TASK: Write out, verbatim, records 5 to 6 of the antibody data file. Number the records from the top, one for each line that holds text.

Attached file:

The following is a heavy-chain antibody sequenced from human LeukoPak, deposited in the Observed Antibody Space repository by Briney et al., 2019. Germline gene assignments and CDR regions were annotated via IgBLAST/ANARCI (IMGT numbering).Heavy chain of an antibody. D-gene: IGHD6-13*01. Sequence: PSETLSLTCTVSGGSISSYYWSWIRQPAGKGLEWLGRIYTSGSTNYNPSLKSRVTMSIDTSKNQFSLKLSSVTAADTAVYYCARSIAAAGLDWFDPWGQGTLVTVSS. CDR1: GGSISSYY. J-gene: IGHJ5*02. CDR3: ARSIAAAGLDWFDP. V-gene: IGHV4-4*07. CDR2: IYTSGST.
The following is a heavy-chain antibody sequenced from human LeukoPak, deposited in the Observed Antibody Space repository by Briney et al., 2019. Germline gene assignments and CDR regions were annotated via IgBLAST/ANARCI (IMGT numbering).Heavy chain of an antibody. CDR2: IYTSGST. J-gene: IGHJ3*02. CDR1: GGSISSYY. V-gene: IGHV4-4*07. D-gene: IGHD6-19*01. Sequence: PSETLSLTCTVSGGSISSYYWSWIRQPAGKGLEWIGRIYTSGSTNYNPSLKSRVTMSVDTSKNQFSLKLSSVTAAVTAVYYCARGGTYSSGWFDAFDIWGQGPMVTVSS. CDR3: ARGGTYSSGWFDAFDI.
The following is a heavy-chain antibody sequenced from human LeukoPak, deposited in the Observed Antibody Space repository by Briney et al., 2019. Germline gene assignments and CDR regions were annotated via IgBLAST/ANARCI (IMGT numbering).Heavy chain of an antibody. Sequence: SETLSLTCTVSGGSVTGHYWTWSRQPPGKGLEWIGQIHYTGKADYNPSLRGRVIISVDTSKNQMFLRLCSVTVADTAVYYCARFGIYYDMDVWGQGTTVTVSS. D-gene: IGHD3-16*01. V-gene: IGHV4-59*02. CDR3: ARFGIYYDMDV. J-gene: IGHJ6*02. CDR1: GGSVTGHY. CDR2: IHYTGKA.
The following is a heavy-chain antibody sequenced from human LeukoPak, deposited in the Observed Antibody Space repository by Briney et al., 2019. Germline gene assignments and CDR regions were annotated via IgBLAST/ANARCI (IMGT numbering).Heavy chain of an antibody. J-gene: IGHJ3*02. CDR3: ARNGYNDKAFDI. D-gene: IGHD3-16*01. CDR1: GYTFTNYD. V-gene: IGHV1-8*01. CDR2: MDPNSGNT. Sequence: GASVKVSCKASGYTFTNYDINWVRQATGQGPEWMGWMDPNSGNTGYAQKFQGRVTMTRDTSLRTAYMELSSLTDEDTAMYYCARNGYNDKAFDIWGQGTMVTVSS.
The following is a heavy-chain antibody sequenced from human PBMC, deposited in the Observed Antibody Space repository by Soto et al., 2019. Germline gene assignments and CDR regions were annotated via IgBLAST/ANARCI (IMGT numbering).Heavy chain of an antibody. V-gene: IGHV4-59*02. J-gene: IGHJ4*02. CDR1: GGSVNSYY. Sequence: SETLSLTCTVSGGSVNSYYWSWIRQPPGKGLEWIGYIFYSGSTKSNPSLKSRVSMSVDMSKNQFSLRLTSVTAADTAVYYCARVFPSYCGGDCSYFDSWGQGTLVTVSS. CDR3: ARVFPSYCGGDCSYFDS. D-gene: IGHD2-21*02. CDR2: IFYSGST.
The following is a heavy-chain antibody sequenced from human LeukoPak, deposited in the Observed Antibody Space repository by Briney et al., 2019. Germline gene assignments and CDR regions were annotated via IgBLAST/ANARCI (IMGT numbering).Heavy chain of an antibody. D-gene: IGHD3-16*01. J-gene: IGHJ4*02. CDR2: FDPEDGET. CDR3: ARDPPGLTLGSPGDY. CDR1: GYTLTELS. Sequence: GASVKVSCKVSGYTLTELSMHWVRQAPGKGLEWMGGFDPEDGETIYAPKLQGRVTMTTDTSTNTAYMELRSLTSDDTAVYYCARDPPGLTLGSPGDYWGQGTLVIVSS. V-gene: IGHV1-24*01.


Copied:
The following is a heavy-chain antibody sequenced from human PBMC, deposited in the Observed Antibody Space repository by Soto et al., 2019. Germline gene assignments and CDR regions were annotated via IgBLAST/ANARCI (IMGT numbering).Heavy chain of an antibody. V-gene: IGHV4-59*02. J-gene: IGHJ4*02. CDR1: GGSVNSYY. Sequence: SETLSLTCTVSGGSVNSYYWSWIRQPPGKGLEWIGYIFYSGSTKSNPSLKSRVSMSVDMSKNQFSLRLTSVTAADTAVYYCARVFPSYCGGDCSYFDSWGQGTLVTVSS. CDR3: ARVFPSYCGGDCSYFDS. D-gene: IGHD2-21*02. CDR2: IFYSGST.
The following is a heavy-chain antibody sequenced from human LeukoPak, deposited in the Observed Antibody Space repository by Briney et al., 2019. Germline gene assignments and CDR regions were annotated via IgBLAST/ANARCI (IMGT numbering).Heavy chain of an antibody. D-gene: IGHD3-16*01. J-gene: IGHJ4*02. CDR2: FDPEDGET. CDR3: ARDPPGLTLGSPGDY. CDR1: GYTLTELS. Sequence: GASVKVSCKVSGYTLTELSMHWVRQAPGKGLEWMGGFDPEDGETIYAPKLQGRVTMTTDTSTNTAYMELRSLTSDDTAVYYCARDPPGLTLGSPGDYWGQGTLVIVSS. V-gene: IGHV1-24*01.